The present invention is an integrated circuit package. The package includes a substrate that has a first internal conductive bus and a second internal conductive bus that are dedicated to different power voltage levels. The busses are coupled to external lands located on a first surface of the package by vias that extend through the substrate. The vias also couple the lands to other internal busses and signal routing lines within the package. The first and second busses are located on a common layer of the substrate.
The package contains an integrated circuit which is mounted to a heat slug that is attached to a second surface of the package. The integrated circuit is coupled to bond fingers located on a shelf of the substrate. Some of the bond fingers are connected to the internal busses by conductive strips that wrap around the edges of the shelf.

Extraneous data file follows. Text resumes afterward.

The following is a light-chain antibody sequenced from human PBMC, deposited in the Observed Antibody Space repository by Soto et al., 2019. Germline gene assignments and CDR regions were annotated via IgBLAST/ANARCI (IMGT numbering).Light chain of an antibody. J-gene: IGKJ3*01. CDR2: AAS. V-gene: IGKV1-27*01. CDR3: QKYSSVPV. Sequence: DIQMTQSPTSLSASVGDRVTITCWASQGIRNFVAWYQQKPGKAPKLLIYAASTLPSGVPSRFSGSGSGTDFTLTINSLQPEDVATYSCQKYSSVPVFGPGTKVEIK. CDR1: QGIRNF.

Placing some of the busses in the same plane and coupling the busses to the bond fingers with conductive strips reduces the number of layers and vias required to construct the package. The reduction in layers and vias lowers the cost of producing the package. Some of the vias are connected to a whole group of external lands. Grouping the lands to a single via reduces the number of vias on the second surface of the package. The reduction in vias allows additional capacitors to be mounted to the second surface of the package.
The objects and advantages of the present invention will become more readily apparent to those ordinarily skilled in the art after reviewing the following detailed description and accompanying drawings, wherein:
FIG. 1 is a cross-sectional view of an integrated circuit package of the present invention;
FIG. 2 is a top perspective view of the package;